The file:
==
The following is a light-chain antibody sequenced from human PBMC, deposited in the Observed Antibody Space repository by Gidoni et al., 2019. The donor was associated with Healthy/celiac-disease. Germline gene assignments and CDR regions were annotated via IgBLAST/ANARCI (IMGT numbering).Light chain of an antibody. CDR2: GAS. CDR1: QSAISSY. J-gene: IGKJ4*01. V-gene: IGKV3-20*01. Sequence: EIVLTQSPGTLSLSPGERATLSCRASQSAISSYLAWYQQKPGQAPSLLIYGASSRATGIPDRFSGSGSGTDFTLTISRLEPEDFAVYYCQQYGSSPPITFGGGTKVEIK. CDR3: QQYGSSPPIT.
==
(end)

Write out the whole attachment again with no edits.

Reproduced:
The following is a light-chain antibody sequenced from human PBMC, deposited in the Observed Antibody Space repository by Gidoni et al., 2019. The donor was associated with Healthy/celiac-disease. Germline gene assignments and CDR regions were annotated via IgBLAST/ANARCI (IMGT numbering).Light chain of an antibody. CDR2: GAS. CDR1: QSAISSY. J-gene: IGKJ4*01. V-gene: IGKV3-20*01. Sequence: EIVLTQSPGTLSLSPGERATLSCRASQSAISSYLAWYQQKPGQAPSLLIYGASSRATGIPDRFSGSGSGTDFTLTISRLEPEDFAVYYCQQYGSSPPITFGGGTKVEIK. CDR3: QQYGSSPPIT.